“The challenge for the year ahead is to implement our best practices consistently across the board,” said Smith.

“The single, enduring principle that underpins each set of best practices is that every step in a proceeding must meaningfully move the case forward. We expect, going forward, that neither judges nor counsel will accept proceedings being rolled over to a future date without advancing the case in some meaningful way.”

Smith said a key development in the past year was the implementation of online filing in the Small Claims Court that will help lay the groundwork for improved access to the courts more generally. “Already, approximately one-third of all claims are being e-filed online,” said Smith. “With this success, we can look to expand e-filing to other areas of the court.”

But challenges remain, she said, noting some courts continue to struggle because the facilities are inadequate to deal with the caseload.

“Our patience has been tried mightily, but we continue to do everything possible to meet the litigants’ needs,” she said. “The shortage of criminal juried courtrooms in Brampton remains acute. Although critically needed, any permanent addition to the Brampton courthouse is still years away.”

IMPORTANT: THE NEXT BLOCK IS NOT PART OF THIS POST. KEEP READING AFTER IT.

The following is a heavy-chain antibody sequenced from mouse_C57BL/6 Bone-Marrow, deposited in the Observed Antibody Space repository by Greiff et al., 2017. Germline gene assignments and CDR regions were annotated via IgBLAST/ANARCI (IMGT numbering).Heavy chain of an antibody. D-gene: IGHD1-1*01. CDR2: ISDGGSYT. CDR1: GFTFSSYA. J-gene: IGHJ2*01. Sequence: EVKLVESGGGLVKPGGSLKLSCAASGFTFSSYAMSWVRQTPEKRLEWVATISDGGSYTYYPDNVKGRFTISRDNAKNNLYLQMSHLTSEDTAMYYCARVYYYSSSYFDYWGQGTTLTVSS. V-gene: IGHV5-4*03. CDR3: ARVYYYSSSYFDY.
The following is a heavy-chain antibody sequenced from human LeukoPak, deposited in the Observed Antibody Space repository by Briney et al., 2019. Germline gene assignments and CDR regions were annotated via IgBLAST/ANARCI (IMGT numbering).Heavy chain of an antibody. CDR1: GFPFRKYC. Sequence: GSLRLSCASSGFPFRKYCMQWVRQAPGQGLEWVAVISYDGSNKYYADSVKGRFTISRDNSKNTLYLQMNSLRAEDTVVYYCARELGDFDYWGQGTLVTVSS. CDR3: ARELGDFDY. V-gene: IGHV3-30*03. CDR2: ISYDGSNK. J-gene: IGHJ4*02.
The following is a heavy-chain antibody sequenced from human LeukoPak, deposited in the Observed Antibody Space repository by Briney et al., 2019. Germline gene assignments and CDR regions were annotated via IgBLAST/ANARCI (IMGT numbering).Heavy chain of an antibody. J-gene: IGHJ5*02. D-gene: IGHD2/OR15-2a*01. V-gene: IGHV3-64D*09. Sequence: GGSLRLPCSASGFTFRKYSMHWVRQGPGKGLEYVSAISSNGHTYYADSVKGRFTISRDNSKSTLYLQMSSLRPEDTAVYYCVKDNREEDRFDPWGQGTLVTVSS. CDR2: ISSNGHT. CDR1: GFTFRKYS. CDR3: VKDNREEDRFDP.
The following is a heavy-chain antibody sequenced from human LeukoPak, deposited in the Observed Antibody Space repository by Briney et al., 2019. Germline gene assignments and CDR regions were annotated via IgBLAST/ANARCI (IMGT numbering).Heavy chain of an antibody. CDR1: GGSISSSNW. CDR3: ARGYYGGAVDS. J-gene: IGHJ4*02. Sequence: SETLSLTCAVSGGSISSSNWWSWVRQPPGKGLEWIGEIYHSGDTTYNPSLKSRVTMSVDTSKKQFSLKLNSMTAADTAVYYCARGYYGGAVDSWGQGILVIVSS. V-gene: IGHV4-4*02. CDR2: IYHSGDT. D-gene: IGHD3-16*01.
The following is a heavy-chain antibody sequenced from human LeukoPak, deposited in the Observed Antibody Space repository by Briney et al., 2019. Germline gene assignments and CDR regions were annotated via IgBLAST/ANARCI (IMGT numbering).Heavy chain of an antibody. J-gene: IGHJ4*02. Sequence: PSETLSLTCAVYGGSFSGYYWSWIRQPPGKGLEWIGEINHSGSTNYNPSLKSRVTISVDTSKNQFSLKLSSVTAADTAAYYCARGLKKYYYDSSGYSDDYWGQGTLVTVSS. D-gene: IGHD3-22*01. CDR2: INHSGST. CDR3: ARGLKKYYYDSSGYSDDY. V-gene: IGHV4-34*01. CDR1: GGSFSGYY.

Smith said that in the interim, juries chosen in Brampton are travelling to the courthouse in Kitchener, Ont. “To add to the pain, the Milton courthouse, which was intended to accommodate some of the Brampton matters, is suffering from very serious obstacles of its own while Orangeville, also designated to accommodate the Brampton overflow, is still not available on a regular basis. We understand that jurors, witnesses, counsel, the accused, and their families must bear the toll of this extraordinary measure of transferring proceedings.”

Smith also cited the need to address security at a number of Ontario courts, “particularly where privately owned commercial properties are leased for court space.”

“I’m heartened that during the past summer months, the Ministry [of the Attorney General] has been working diligently to deliver a suitable, secure, and permanent solution for the present deficiencies,” she said.